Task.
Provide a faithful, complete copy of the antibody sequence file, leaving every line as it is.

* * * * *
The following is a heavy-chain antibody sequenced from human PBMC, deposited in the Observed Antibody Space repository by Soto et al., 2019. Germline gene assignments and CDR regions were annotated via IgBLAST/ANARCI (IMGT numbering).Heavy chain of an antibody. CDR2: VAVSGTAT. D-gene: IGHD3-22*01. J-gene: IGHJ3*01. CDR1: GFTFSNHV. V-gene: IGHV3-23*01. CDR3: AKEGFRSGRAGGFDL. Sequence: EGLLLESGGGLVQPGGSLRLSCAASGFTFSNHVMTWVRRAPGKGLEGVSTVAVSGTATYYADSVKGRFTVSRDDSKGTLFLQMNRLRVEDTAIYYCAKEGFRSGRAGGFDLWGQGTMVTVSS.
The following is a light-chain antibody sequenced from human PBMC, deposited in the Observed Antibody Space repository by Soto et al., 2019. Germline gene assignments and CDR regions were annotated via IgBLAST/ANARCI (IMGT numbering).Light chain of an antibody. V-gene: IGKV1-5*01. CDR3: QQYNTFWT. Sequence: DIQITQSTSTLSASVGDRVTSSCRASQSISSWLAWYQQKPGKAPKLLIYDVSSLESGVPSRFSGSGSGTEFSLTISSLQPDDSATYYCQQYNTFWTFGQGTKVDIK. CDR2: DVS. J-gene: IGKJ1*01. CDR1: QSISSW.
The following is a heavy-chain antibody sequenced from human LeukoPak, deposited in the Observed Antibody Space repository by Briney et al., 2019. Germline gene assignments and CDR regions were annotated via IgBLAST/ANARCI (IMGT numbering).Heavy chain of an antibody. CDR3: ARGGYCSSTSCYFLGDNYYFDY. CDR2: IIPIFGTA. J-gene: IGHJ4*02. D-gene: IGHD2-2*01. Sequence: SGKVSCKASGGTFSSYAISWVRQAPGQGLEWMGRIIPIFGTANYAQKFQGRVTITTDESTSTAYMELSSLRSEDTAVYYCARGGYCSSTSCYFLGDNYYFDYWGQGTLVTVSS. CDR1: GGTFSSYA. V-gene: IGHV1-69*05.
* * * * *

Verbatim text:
The following is a heavy-chain antibody sequenced from human PBMC, deposited in the Observed Antibody Space repository by Soto et al., 2019. Germline gene assignments and CDR regions were annotated via IgBLAST/ANARCI (IMGT numbering).Heavy chain of an antibody. CDR2: VAVSGTAT. D-gene: IGHD3-22*01. J-gene: IGHJ3*01. CDR1: GFTFSNHV. V-gene: IGHV3-23*01. CDR3: AKEGFRSGRAGGFDL. Sequence: EGLLLESGGGLVQPGGSLRLSCAASGFTFSNHVMTWVRRAPGKGLEGVSTVAVSGTATYYADSVKGRFTVSRDDSKGTLFLQMNRLRVEDTAIYYCAKEGFRSGRAGGFDLWGQGTMVTVSS.
The following is a light-chain antibody sequenced from human PBMC, deposited in the Observed Antibody Space repository by Soto et al., 2019. Germline gene assignments and CDR regions were annotated via IgBLAST/ANARCI (IMGT numbering).Light chain of an antibody. V-gene: IGKV1-5*01. CDR3: QQYNTFWT. Sequence: DIQITQSTSTLSASVGDRVTSSCRASQSISSWLAWYQQKPGKAPKLLIYDVSSLESGVPSRFSGSGSGTEFSLTISSLQPDDSATYYCQQYNTFWTFGQGTKVDIK. CDR2: DVS. J-gene: IGKJ1*01. CDR1: QSISSW.
The following is a heavy-chain antibody sequenced from human LeukoPak, deposited in the Observed Antibody Space repository by Briney et al., 2019. Germline gene assignments and CDR regions were annotated via IgBLAST/ANARCI (IMGT numbering).Heavy chain of an antibody. CDR3: ARGGYCSSTSCYFLGDNYYFDY. CDR2: IIPIFGTA. J-gene: IGHJ4*02. D-gene: IGHD2-2*01. Sequence: SGKVSCKASGGTFSSYAISWVRQAPGQGLEWMGRIIPIFGTANYAQKFQGRVTITTDESTSTAYMELSSLRSEDTAVYYCARGGYCSSTSCYFLGDNYYFDYWGQGTLVTVSS. CDR1: GGTFSSYA. V-gene: IGHV1-69*05.